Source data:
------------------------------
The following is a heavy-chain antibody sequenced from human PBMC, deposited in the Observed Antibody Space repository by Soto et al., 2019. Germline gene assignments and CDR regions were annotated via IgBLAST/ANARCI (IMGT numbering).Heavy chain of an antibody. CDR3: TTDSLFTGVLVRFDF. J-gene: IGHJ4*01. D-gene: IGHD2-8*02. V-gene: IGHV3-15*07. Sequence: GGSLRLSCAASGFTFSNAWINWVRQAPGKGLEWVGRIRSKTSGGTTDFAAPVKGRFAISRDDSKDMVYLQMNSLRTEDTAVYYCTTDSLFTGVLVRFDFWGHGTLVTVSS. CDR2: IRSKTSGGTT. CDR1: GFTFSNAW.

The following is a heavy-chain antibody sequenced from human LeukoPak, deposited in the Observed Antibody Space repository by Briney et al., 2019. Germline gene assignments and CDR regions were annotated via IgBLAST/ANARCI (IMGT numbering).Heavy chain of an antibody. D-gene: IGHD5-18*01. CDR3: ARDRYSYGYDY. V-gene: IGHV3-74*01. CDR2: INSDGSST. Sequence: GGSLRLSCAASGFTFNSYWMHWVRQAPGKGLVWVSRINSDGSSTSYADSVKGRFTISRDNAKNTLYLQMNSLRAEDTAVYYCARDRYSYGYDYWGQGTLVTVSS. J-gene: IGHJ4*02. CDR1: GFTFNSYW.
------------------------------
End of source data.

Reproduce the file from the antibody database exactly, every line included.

The following is a heavy-chain antibody sequenced from human PBMC, deposited in the Observed Antibody Space repository by Soto et al., 2019. Germline gene assignments and CDR regions were annotated via IgBLAST/ANARCI (IMGT numbering).Heavy chain of an antibody. CDR3: TTDSLFTGVLVRFDF. J-gene: IGHJ4*01. D-gene: IGHD2-8*02. V-gene: IGHV3-15*07. Sequence: GGSLRLSCAASGFTFSNAWINWVRQAPGKGLEWVGRIRSKTSGGTTDFAAPVKGRFAISRDDSKDMVYLQMNSLRTEDTAVYYCTTDSLFTGVLVRFDFWGHGTLVTVSS. CDR2: IRSKTSGGTT. CDR1: GFTFSNAW.

The following is a heavy-chain antibody sequenced from human LeukoPak, deposited in the Observed Antibody Space repository by Briney et al., 2019. Germline gene assignments and CDR regions were annotated via IgBLAST/ANARCI (IMGT numbering).Heavy chain of an antibody. D-gene: IGHD5-18*01. CDR3: ARDRYSYGYDY. V-gene: IGHV3-74*01. CDR2: INSDGSST. Sequence: GGSLRLSCAASGFTFNSYWMHWVRQAPGKGLVWVSRINSDGSSTSYADSVKGRFTISRDNAKNTLYLQMNSLRAEDTAVYYCARDRYSYGYDYWGQGTLVTVSS. J-gene: IGHJ4*02. CDR1: GFTFNSYW.